Pagans they may be, in that they are ‘the nations’ as opposed to the worshippers of the biblical God. Even idol-worshippers they may be if they believe that a god resides in a stone, but is this as idolatrous as believing that God resides in personal power? Infidels they are not, because to whom are they unfaithful as they carry their offerings to strange shrines and altars? How can they worship a God they don’t know? Like humans everywhere, they worship the best they know. And ours is better?

But there is no ‘good, better and best’ when it comes to the Divine Nature, to the living God, the God ‘who saves us and bears our burdens’ (Psalm 69:19). We can speak of religions in these terms of comparison, but not of Him. And though a people or religion or race may not know the facts of the living God, they recognize His acts, what He does for them, and even to them. They have recorded this in scriptures without number, though their books may be myths, yet Truth is One.

And what or who is this Truth? Again, I am a Christian. I confess the living God in the God-man Jesus Christ, yet I know that the Divine Logos, the Word and Son of God, even wearing His humanity in eternity, because of that Divine Fact is present among us, from the Day of His disappearance right up to the very last Day, and that He hasn’t ceased walking among us, living among us, not just in us Christians, but among us human beings, ‘from every nation, race, tribe and language’ (Revelation 6:9).

That’s why I think, when I go to Bali, an island of the sea in which a form of Hinduism is practiced, that we who know the ‘God who leads to God’ have only to show these people Him who has been walking among them, who has been present in their shrines, at their altars and in their offerings, for two thousand years. We have only to show these people, and all who worship What they do not know, His face, His wounded head, His pierced hands and feet, His gashed side, from which we come.

Not crushing, not demanding, not punishing, lying or stealing, not ruling and not forcing ourselves on the nations, not doing what Caesar does, but doing what Jesus does: loving the people and sacrificing Himself for them, in us, in our witness, in our meekness, our willingness to meet all men as brothers, as sharers of the Divine Nature, ‘Who was, Who is, Who is to come,’ coming to them as beloved John came to them, ‘I am your brother and share your sufferings, your kingdom, and all you endure’ (Revelation 1:9).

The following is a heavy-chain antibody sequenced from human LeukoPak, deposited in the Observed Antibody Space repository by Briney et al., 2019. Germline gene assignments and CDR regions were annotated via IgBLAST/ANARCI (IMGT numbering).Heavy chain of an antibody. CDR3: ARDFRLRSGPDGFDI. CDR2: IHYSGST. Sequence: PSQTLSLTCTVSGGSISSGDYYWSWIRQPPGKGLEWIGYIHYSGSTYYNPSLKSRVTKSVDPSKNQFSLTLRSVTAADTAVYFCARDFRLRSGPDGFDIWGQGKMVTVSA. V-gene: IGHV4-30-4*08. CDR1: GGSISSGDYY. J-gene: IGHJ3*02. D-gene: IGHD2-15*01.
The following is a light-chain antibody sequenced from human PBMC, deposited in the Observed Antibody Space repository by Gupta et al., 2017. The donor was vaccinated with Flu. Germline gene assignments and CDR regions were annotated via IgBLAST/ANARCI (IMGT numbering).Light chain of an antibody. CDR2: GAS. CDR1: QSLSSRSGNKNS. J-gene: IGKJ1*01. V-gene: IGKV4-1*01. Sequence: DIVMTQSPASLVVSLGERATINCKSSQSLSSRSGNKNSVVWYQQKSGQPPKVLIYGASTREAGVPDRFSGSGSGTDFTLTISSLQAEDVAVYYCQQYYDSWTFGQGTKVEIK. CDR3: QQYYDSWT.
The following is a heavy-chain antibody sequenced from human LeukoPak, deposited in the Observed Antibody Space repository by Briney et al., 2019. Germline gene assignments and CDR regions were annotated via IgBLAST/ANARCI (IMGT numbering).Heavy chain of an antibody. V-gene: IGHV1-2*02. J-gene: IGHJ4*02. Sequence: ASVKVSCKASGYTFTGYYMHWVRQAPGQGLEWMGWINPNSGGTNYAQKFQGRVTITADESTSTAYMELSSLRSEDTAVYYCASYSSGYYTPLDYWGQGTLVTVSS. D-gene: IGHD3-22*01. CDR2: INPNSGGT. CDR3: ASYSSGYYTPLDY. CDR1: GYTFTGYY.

Not being offended by the religions and gods of the nations, nor offending them, but showing to them Who it is that is asleep in the boat with them, Who it is that impresses on their hearts all devotion to goodness, to beauty, to light, touching that One in the willingness to share with them in their sufferings, bringing them to the knowledge of the Kingdom by what we endure for them, being ourselves men just as they are, in need of mercy, in need of affirmation, in need of Truth.

This is what I mean when I sometimes say, we are not post-Christian but post-Church, yet even this saying doesn’t meet the Truth where He stands, but falls short, as does everything I say and do. We are still dealing in truths, second-hand, still not meeting Him where He walks today and every day and everywhere, still using our religion to cover us and to hide us from Him, instead of letting Him cover us and reveal Himself in us, to us, and to the world. Still not understanding our own words, ‘God is with us.’

Again I plead, for myself the lowest of sinners, that I see Christ in my neighbor, coming to meet me where I stand, or even where I fall, coming to raise me up; that I not give offense to Him hidden or asleep in my neighbor who, like myself, seeks the good, the bright, the beautiful, the true; that I hide myself that Christ be revealed in me, that I let sleep my pride that Christ awake in him, even that I die to myself that my neighbor live. Yes, brothers, for ‘the only purpose of this instruction is that there should be love…’ (1 Timothy 1:5).